Subject(s)
Acquired Immunodeficiency Syndrome , COVID-19 Drug Treatment , COVID-19 , Humans , COVID-19/complications , SARS-CoV-2 , Antibodies, Monoclonal/therapeutic use , Antibodies, Viral
15.
Nature ; 607(7917): 119-127, 2022 07.
Article in English | MEDLINE | ID: covidwho-1915276

ABSTRACT

The recent emergence of SARS-CoV-2 Omicron (B.1.1.529 lineage) variants possessing numerous mutations has raised concerns of decreased effectiveness of current vaccines, therapeutic monoclonal antibodies and antiviral drugs for COVID-19 against these variants1,2. The original Omicron lineage, BA.1, prevailed in many countries, but more recently, BA.2 has become dominant in at least 68 countries3. Here we evaluated the replicative ability and pathogenicity of authentic infectious BA.2 isolates in immunocompetent and human ACE2-expressing mice and hamsters. In contrast to recent data with chimeric, recombinant SARS-CoV-2 strains expressing the spike proteins of BA.1 and BA.2 on an ancestral WK-521 backbone4, we observed similar infectivity and pathogenicity in mice and hamsters for BA.2 and BA.1, and less pathogenicity compared with early SARS-CoV-2 strains. We also observed a marked and significant reduction in the neutralizing activity of plasma from individuals who had recovered from COVID-19 and vaccine recipients against BA.2 compared to ancestral and Delta variant strains. In addition, we found that some therapeutic monoclonal antibodies (REGN10987 plus REGN10933, COV2-2196 plus COV2-2130, and S309) and antiviral drugs (molnupiravir, nirmatrelvir and S-217622) can restrict viral infection in the respiratory organs of BA.2-infected hamsters. These findings suggest that the replication and pathogenicity of BA.2 is similar to that of BA.1 in rodents and that several therapeutic monoclonal antibodies and antiviral compounds are effective against Omicron BA.2 variants.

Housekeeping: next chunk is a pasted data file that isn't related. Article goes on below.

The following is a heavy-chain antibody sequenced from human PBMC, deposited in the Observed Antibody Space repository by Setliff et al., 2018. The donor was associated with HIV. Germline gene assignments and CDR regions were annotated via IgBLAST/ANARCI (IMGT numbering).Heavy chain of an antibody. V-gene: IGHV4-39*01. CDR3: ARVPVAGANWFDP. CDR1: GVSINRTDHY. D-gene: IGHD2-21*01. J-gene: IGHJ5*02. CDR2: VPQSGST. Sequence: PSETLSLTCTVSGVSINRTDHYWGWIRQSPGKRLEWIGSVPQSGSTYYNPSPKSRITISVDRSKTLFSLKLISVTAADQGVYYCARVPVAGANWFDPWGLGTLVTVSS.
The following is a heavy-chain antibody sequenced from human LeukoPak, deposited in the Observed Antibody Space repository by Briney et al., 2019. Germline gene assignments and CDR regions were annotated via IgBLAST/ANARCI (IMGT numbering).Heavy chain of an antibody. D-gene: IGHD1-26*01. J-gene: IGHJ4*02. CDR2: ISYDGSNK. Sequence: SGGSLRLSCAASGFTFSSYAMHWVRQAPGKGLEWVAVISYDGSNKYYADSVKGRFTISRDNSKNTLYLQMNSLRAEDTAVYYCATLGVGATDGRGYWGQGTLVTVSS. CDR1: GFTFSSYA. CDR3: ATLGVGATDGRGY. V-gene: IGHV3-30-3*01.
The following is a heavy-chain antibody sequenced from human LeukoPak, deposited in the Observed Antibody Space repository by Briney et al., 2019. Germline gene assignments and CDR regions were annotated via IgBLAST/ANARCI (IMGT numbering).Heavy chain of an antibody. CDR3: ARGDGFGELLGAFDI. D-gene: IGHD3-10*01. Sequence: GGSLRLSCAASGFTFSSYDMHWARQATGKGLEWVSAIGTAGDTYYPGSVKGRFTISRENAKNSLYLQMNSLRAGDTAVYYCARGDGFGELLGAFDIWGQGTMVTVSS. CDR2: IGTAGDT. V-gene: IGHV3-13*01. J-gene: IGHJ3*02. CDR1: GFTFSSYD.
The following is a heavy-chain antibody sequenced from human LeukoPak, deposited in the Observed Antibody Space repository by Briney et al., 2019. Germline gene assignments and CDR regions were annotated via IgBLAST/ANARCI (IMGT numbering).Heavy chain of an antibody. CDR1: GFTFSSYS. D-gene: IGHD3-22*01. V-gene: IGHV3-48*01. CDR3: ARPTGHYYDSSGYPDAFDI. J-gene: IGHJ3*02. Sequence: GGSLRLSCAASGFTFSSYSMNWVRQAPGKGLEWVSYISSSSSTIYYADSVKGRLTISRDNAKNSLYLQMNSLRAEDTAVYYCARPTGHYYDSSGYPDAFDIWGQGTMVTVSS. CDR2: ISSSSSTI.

Subject(s)
Antiviral Agents , COVID-19 Drug Treatment , SARS-CoV-2 , Animals , Antibodies, Monoclonal/pharmacology , Antibodies, Monoclonal/therapeutic use , Antibodies, Monoclonal, Humanized , Antibodies, Neutralizing/pharmacology , Antibodies, Neutralizing/therapeutic use , Antibodies, Viral/pharmacology , Antibodies, Viral/therapeutic use , Antiviral Agents/pharmacology , Antiviral Agents/therapeutic use , COVID-19/genetics , COVID-19/immunology , COVID-19/virology , Cricetinae , Cytidine/analogs & derivatives , Drug Combinations , Hydroxylamines , Indazoles , Lactams , Leucine , Mice , Nitriles , Proline , SARS-CoV-2/drug effects , SARS-CoV-2/genetics , SARS-CoV-2/pathogenicity , Spike Glycoprotein, Coronavirus/genetics , Triazines , Triazoles
16.
Sci Transl Med ; 14(657): eabm4908, 2022 08 10.
Article in English | MEDLINE | ID: covidwho-1846321

ABSTRACT

The SARS-CoV-2 B.1.621 (Mu) variant emerged in January 2021 and was categorized as a variant of interest by the World Health Organization in August 2021. This designation prompted us to study the sensitivity of this variant to antibody neutralization. In a live virus neutralization assay with serum samples from individuals vaccinated with the Pfizer/BioNTech or Moderna mRNA vaccines, we measured neutralization antibody titers against B.1.621, an early isolate (spike 614D), and a variant of concern (B.1.351, Beta variant). We observed reduced neutralizing antibody titers against the B.1.621 variant (3.4- to 7-fold reduction, depending on the serum sample and time after the second vaccination) compared to the early isolate and a similar reduction when compared to B.1.351. Likewise, convalescent serum from hamsters previously infected with an early isolate neutralized B.1.621 to a lower degree. Despite this antibody titer reduction, hamsters could not be efficiently rechallenged with the B.1.621 variant, suggesting that the immune response to the first infection is adequate to provide protection against a subsequent infection with the B.1.621 variant.


Subject(s)
COVID-19 , Viral Envelope Proteins , Antibodies, Neutralizing , Antibodies, Viral , COVID-19/therapy , Humans , Immunization, Passive , Membrane Glycoproteins/genetics , Neutralization Tests , SARS-CoV-2 , Spike Glycoprotein, Coronavirus/genetics , Vaccination , Viral Envelope Proteins/genetics , COVID-19 Serotherapy
17.
J Infect Chemother ; 28(7): 1015-1017, 2022 Jul.
Article in English | MEDLINE | ID: covidwho-1768315